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Aspens in the Wind Front Cover

Aspens in the Wind (72 pp.)Snider's first book of poems since the highly-praised  The Alchemy of Oppositescan be ordered from Chiron Review Press for $12.00 ($3.00 for shipping and handling).  You can contact the press via e-mail or write directly to it:

Chiron Review Press
Michael Hathaway, Editor/Publisher
522 E. South Avenue
St. John, KS 67576-2212
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You can also order the book through its author at

James Benedict writes about Aspens in the Wind, in Rattle: Poetry for the 21st Century: "Harnessing unconscious energy for poetic inspiration is . . . Snider’s imperative . . . adding a focus on the indispensible male muse, Snider’s younger lover. . . .  Snider’s poems carry on the shamanic tradition in a postmodern Western context, offering us directions by pointing to central values in our culture: family, relationship, friendship, loving-kindness, nurture, respect for sexual and cultural alterity, and a view to the continuity of the human predicament, particularly via artistic expression. In Clifton Snider’s recent poems, each of these constitute a temenos, a magic circle where we may find respite and alchemical individuation in stressful times."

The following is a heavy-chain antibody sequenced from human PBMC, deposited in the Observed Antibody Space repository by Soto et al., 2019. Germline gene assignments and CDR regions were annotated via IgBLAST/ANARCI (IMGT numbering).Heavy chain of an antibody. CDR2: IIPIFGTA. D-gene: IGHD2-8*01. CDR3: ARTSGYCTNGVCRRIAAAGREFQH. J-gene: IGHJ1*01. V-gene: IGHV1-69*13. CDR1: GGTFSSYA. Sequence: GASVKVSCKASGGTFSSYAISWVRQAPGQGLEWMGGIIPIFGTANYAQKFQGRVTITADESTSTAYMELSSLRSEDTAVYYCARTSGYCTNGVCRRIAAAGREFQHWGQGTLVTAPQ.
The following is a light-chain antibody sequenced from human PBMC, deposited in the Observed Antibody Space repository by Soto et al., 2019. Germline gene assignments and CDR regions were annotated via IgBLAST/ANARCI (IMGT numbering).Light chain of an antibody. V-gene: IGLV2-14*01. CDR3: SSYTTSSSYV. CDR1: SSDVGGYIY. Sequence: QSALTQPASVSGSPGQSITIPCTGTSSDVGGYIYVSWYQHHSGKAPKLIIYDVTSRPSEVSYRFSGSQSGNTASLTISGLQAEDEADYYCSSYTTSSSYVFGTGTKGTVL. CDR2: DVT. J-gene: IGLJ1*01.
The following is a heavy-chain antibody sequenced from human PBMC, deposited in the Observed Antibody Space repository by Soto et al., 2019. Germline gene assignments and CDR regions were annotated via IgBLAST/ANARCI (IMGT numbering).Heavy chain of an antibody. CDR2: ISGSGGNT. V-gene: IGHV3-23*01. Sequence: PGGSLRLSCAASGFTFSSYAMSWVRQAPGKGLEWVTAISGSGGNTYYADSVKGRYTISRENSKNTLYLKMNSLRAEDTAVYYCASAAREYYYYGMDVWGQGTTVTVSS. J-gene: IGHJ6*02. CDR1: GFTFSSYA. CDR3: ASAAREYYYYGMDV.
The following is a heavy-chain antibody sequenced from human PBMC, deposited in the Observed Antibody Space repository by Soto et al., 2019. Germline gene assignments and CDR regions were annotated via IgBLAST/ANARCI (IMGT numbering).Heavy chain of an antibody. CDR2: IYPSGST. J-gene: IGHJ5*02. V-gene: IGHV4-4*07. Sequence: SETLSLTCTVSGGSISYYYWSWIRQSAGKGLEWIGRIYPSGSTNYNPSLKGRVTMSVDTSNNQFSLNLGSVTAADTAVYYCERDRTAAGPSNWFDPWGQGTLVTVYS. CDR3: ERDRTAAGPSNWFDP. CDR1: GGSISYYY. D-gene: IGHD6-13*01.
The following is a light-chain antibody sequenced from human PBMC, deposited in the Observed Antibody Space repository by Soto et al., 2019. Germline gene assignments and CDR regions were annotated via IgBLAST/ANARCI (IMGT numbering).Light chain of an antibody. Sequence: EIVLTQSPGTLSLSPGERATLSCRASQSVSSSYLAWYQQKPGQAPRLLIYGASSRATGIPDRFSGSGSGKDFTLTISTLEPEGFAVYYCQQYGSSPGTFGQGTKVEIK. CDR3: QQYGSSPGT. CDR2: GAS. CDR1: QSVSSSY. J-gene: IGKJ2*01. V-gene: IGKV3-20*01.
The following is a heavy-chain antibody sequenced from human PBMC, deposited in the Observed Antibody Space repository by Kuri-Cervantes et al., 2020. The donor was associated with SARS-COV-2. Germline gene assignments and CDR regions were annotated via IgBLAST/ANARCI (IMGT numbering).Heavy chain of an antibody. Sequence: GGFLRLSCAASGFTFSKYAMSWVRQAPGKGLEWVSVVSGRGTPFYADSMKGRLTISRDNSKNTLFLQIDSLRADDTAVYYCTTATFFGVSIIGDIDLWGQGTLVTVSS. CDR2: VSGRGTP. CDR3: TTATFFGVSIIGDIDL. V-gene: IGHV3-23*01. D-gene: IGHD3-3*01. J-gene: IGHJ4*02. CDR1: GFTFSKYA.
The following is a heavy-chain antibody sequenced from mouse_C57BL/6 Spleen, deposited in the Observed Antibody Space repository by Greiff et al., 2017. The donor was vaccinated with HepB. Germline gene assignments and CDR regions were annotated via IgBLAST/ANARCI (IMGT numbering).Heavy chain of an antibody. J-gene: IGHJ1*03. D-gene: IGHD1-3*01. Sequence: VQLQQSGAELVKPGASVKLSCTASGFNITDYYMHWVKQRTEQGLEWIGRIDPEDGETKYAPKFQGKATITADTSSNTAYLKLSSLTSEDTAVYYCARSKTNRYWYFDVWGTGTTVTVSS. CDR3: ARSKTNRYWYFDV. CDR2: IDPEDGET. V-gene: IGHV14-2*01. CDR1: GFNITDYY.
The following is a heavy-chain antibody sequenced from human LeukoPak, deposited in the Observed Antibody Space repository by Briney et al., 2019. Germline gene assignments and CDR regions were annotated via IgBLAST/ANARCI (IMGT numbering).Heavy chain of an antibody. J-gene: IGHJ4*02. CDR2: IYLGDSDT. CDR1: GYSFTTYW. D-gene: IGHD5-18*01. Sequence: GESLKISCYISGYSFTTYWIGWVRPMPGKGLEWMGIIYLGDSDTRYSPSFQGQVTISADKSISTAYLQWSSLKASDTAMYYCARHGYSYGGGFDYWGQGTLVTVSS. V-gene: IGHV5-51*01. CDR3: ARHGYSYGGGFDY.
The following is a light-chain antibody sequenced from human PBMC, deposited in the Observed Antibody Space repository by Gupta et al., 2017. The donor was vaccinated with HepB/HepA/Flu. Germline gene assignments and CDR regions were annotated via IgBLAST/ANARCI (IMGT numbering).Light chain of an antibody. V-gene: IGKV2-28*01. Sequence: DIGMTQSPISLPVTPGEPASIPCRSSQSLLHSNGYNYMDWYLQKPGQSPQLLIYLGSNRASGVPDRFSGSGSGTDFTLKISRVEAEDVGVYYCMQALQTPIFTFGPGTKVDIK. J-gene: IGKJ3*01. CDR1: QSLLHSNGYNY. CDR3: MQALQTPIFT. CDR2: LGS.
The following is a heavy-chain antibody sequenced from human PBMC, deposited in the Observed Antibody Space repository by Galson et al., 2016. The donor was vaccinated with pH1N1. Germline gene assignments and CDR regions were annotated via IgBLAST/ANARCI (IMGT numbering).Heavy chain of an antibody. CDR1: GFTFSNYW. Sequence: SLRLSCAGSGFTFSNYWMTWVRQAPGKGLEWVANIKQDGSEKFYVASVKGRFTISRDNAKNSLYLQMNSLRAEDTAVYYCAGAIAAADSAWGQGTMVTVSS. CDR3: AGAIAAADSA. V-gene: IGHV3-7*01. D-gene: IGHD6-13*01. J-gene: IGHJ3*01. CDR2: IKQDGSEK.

Reviewing Aspens in the Wind in Chiron Review (#90, Spring 2010), Arnold T. Schwab writes: "The poems [in Aspens in the Wind] feature detailed descriptions of out-of-the-way peoples, persons, places, structures, animals and incidents encountered on his travels, which testify to his keen curiosity and observation. . . . This book can be read with pleasure . . . by anyone who appreciates exact observation, humanistic values and liberal politics.  Unlike those of many contemporary poets, Snider's poems are direct and accessible and should appeal to all lovers of poetry -- and to all lovers."

I am pleased to announce that the anthology in which "St. Anthony's Church" appears has won the 2009 National Best Book Award for Fiction & Literature: Anthologies, sponsored by USA Book News.  This poem is in Aspens in the Wind.  For a link to the poem and to more information about the anthology, see below.

Comments about Clifton Snider's other books of poetry:

Jesse Comes Back (1976):
Clifton Snider's book of poems, Jesse Comes Back, impressed me very much. It is very seldom that I . . . can recommend ["a book by a young poet"] as highly as this one.
--Christopher Isherwood

Snider is one of our very few young poets to make a happy marriage of scholarship and imagination.
--Gerald Locklin, Small Press Review

Bad Smoke  Good Body (1980):
Bad Smoke  Good Body is a beautiful and powerful little book.
--William Meredith, former Poetry Consultant to The Library of Congress

In Bad Smoke  Good Body . . . Snider turns to powerfully evoked, emotional images. . . .
--Leo Mailman, Maelstrom Review

Jesse and His Son (1982):
. . . just the right amount of pustule, dope and transcendentalism fused.
--Robert Peters, author of Hunting the Snark

Edwin: A Character in Poems (1984):